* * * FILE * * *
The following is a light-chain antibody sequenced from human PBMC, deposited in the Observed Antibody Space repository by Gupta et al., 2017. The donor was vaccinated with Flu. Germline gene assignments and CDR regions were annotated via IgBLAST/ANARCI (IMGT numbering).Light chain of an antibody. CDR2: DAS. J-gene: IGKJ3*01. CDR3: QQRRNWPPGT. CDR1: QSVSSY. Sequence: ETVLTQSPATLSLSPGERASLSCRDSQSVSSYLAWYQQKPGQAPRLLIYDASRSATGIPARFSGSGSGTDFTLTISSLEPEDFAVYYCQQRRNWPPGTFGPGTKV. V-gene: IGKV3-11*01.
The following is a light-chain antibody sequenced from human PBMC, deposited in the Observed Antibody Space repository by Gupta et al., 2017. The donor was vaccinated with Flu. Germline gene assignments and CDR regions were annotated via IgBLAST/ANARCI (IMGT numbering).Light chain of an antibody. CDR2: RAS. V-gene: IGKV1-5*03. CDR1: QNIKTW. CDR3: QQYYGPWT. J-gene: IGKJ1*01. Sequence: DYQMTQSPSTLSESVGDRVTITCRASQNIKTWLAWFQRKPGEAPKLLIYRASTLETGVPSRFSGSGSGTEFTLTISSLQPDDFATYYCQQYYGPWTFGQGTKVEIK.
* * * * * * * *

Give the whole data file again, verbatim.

The following is a light-chain antibody sequenced from human PBMC, deposited in the Observed Antibody Space repository by Gupta et al., 2017. The donor was vaccinated with Flu. Germline gene assignments and CDR regions were annotated via IgBLAST/ANARCI (IMGT numbering).Light chain of an antibody. CDR2: DAS. J-gene: IGKJ3*01. CDR3: QQRRNWPPGT. CDR1: QSVSSY. Sequence: ETVLTQSPATLSLSPGERASLSCRDSQSVSSYLAWYQQKPGQAPRLLIYDASRSATGIPARFSGSGSGTDFTLTISSLEPEDFAVYYCQQRRNWPPGTFGPGTKV. V-gene: IGKV3-11*01.
The following is a light-chain antibody sequenced from human PBMC, deposited in the Observed Antibody Space repository by Gupta et al., 2017. The donor was vaccinated with Flu. Germline gene assignments and CDR regions were annotated via IgBLAST/ANARCI (IMGT numbering).Light chain of an antibody. CDR2: RAS. V-gene: IGKV1-5*03. CDR1: QNIKTW. CDR3: QQYYGPWT. J-gene: IGKJ1*01. Sequence: DYQMTQSPSTLSESVGDRVTITCRASQNIKTWLAWFQRKPGEAPKLLIYRASTLETGVPSRFSGSGSGTEFTLTISSLQPDDFATYYCQQYYGPWTFGQGTKVEIK.